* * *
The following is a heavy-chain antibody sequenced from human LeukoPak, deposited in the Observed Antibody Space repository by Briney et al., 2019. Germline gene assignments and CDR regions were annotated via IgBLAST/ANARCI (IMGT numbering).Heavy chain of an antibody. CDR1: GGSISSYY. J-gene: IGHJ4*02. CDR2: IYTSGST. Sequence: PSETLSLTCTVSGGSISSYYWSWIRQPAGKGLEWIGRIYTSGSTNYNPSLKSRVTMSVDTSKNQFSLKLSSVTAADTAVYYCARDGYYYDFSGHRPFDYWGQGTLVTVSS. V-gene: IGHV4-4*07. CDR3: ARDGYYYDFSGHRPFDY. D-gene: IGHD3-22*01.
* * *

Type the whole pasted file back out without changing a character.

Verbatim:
The following is a heavy-chain antibody sequenced from human LeukoPak, deposited in the Observed Antibody Space repository by Briney et al., 2019. Germline gene assignments and CDR regions were annotated via IgBLAST/ANARCI (IMGT numbering).Heavy chain of an antibody. CDR1: GGSISSYY. J-gene: IGHJ4*02. CDR2: IYTSGST. Sequence: PSETLSLTCTVSGGSISSYYWSWIRQPAGKGLEWIGRIYTSGSTNYNPSLKSRVTMSVDTSKNQFSLKLSSVTAADTAVYYCARDGYYYDFSGHRPFDYWGQGTLVTVSS. V-gene: IGHV4-4*07. CDR3: ARDGYYYDFSGHRPFDY. D-gene: IGHD3-22*01.